The pairing of the piano version of Mussorgsky's Pictures at an Exhibition with Schumann's Fantasie, Op. 17, here is a little odd. The supplied notes by Roman Hinke point to an explanation involving the two works being less programmatic than they first seemed; Schumann discarded descriptive titles for his work, and Mussorgsky's little pieces, Hinke contends, are less closely tied to the paintings by Viktor Hartmann referred to in the work's title than generally thought. It's questionable whether this really holds up: Mussorgsky's framing movements really evoke a great gate at Kiev. But leave this concept aside and it's a satisfying performance of, especially, the Mussorgsky. Part of the reason Pictures at an Exhibition is so much more often heard in Ravel's orchestration is that it's a pretty unconventional piano work, sort of irregularly hewn out of musical stone. In its own time, even in Russia, it must have seemed all the more unconventional, and Lewis gets this radical quality even as he delivers a rather precise performance. In his hands the work feels more modern than Romantic, and one feels that he contributes something to the musical dialogue surrounding this work that even casual classical music listeners know, yet that remains imperfectly understood. The Teldex Studio sound from Harmonia Mundi perfectly complements the music's edgy quality.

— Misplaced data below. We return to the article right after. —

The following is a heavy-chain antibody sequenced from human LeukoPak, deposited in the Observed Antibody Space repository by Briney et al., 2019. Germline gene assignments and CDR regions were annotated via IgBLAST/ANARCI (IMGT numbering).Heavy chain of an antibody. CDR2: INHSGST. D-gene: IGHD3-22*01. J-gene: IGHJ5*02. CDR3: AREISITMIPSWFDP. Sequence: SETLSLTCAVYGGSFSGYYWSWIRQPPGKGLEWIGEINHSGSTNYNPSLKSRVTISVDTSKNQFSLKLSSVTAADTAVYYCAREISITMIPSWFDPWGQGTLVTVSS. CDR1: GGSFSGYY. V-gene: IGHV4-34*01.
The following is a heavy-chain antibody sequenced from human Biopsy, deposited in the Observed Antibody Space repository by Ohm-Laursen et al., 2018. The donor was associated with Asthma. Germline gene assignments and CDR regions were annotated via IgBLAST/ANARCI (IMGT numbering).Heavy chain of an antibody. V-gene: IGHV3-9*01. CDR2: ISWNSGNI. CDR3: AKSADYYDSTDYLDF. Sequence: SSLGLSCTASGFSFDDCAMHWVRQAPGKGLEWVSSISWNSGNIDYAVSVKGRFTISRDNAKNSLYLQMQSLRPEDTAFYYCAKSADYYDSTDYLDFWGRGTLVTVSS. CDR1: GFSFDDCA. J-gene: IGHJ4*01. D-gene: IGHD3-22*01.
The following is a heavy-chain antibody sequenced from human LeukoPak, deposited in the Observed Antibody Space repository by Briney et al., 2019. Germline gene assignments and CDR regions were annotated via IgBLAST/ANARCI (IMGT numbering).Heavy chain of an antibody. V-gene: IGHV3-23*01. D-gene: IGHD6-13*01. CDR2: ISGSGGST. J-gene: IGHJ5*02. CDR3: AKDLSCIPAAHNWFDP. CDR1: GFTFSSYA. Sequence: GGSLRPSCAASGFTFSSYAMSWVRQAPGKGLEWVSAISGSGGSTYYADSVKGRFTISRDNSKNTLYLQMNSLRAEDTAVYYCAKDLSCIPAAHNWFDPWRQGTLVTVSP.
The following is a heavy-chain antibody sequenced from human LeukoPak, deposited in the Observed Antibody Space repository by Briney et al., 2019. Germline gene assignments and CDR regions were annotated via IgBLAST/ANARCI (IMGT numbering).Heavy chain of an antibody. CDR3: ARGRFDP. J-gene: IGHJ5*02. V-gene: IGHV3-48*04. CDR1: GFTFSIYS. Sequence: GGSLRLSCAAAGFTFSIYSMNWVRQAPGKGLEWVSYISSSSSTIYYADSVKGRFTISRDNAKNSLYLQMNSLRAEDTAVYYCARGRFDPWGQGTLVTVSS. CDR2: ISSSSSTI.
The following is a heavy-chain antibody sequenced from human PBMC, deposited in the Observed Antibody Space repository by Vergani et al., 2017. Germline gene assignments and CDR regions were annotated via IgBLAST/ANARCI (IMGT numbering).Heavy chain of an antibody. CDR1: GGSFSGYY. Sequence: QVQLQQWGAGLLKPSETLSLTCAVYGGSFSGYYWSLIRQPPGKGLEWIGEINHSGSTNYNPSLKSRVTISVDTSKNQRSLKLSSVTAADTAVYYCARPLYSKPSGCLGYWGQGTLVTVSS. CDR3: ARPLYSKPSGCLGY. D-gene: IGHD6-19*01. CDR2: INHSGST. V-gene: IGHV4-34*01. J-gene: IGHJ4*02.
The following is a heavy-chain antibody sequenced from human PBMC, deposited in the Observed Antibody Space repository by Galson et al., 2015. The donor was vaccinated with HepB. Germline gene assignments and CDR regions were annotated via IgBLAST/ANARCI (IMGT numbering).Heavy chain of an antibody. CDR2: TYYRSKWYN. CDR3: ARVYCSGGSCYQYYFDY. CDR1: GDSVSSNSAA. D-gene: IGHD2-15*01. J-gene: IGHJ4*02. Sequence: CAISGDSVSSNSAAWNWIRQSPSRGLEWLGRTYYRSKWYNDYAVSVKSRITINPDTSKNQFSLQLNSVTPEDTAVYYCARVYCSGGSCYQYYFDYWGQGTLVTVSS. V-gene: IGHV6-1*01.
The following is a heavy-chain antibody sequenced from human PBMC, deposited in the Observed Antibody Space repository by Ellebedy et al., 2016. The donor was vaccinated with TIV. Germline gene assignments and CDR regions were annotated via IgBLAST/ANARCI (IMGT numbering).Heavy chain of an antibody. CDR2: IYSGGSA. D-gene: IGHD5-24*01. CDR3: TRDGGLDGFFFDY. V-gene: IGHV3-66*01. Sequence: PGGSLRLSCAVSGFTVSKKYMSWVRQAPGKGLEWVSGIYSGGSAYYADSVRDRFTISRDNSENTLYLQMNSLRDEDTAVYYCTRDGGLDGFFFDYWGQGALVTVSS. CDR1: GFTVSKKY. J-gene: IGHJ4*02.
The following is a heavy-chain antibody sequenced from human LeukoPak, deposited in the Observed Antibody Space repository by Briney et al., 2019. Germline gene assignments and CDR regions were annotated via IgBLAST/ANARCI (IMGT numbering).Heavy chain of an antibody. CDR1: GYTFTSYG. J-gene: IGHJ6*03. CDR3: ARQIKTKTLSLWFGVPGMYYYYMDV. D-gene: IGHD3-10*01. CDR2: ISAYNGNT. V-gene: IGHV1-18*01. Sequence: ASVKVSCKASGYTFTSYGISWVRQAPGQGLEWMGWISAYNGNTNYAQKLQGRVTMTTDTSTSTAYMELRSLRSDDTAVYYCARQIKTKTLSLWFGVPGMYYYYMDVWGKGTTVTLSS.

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AllMusic Review by James Manheim
|Pictures at an Exhibition|
Promenade / Tuileries (Dispute d'enfants après jeux) (The Tuileries Gardens (Children quarrelling after playing))
Cum mortuis in lingua morta (Promenade) (With the dead in a dead language) / 9. La cabane sur des pattes de poule (Baba Yaga) (The hut on fowl's legs (Baba Yaga))
|Fantasie in C major, Op. 17|